But in the real world that lies beyond all this, we all have the same job: to minister to human hearts. All of us are here as ministers of God.
– Marianne Williamson
We were lying in bed, catching up on the latest episode of American Idol on the DVR.
La’Porsha Renae, one of the two contestants from Mississippi, was telling her story before she sang her final song for the night.
As we watched, Jeff accidentally bumped the remaining spot on my stomach that’s still sensitive from my gall bladder surgery. I flinched. He immediately pulled his hand away and profusely apologized.
It was no big deal. I know he never wants his hands to be a cause of my pain. And they aren’t.
But that’s not true for everyone.
We continued listening to La’Porsha. When she was 18, she met a charming guy.
But he didn’t stay that way. He became abusive.
For awhile she took it, feeling she was no longer human, no longer a woman anymore. She felt dead.
Until new life birthed through her. Becoming the mother of her baby girl, she found the courage to change her situation. She took her daughter and moved into a shelter.
And she started to remember again who she was.
Now she was saying, “I went to feeling below dirt to feeling like ten feet tall and I don’t want that feeling to ever go away.”
Not many weeks ago, a friend wanted to donate her old washing machine to someone in need. We discovered a local shelter for abused women could use it.
As Jeff and I drove up to the shelter, we had to get buzzed in to enter the gate. Once inside, we had to be permitted to enter the locked doors.
Women roamed around inside, watching TV, folding clothes, tending kids.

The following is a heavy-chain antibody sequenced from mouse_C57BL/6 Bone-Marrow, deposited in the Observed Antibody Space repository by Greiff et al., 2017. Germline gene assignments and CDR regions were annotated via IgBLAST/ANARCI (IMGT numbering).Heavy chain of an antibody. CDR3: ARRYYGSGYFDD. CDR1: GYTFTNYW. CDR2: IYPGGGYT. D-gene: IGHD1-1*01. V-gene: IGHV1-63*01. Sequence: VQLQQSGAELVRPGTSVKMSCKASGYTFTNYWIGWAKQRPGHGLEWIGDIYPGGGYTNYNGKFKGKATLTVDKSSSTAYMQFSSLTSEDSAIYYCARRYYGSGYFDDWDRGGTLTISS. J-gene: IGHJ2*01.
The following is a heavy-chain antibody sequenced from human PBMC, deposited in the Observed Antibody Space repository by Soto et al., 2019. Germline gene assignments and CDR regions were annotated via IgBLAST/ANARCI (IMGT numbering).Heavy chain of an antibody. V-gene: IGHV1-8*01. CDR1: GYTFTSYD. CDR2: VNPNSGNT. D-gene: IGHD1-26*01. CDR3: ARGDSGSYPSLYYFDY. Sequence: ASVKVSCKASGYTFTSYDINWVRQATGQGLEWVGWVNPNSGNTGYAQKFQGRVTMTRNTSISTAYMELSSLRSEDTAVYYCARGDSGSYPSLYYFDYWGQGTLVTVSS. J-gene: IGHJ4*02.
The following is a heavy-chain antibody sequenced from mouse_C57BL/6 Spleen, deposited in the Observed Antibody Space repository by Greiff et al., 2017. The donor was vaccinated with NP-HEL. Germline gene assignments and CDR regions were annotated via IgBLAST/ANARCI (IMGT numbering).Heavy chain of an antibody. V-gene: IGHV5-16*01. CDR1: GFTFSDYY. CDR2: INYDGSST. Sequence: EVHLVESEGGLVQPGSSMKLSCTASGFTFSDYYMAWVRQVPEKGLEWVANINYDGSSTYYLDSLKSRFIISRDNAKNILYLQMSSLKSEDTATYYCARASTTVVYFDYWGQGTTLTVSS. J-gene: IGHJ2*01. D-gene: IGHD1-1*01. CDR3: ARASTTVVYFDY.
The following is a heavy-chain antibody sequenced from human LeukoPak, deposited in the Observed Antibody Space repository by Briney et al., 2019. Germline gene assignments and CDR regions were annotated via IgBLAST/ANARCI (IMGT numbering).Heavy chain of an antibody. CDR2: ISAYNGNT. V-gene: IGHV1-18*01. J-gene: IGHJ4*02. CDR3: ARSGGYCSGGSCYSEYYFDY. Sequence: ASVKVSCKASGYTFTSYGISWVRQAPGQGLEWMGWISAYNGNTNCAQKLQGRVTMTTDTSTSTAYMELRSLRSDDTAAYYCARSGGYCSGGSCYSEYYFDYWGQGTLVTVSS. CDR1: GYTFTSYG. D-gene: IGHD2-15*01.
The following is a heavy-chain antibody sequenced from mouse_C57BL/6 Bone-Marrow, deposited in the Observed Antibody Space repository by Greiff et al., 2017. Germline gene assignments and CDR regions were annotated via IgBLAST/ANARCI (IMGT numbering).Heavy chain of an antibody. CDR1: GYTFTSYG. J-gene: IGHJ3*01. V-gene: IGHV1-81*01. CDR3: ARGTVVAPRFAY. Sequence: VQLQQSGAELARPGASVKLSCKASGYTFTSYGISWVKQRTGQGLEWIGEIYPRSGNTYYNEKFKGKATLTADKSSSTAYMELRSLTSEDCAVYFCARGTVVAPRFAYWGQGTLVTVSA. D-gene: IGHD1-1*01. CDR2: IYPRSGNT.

Safe. At last. For now.
What had to be born in them to give them courage to change their situation and move into the shelter here?
I don’t know.
We didn’t stay long. Jeff hooked up the washer, we told them we were finished, and they opened the gate to let us out.
It was such a small thing for us to drive into and then off the grounds.
But such a gigantic thing for the ladies who were living there.
Walking away from abuse takes a leap of faith, a hope that life can be better.
- May women like La’Porsha who have been there keep reminding us that these stories are real, are ongoing, and are all around us, even if often hidden behind locked doors.
- May those of us who haven’t experienced it be more aware of others’ stories, believe their pain, and open our hands to help it go away as we are able.
- May faith in the power of God’s healing presence be stronger than belief in fear and doubt and sickness.
As we are healed ourselves, may we help heal others.
It’s our mission from God.
The entire world is blessed by the presence of healed people.
– Marianne Williamson
* * *
Watch La’Porsha perform “No More Drama” after her story was told on America Idol last week.
Whose story of healing have you heard recently? Who would you love to see healed? Please share in the comments.
- Welcome, Hope – 3 Ways to Have More Hope
- “Habits of Grace” = Spiritual Disciplines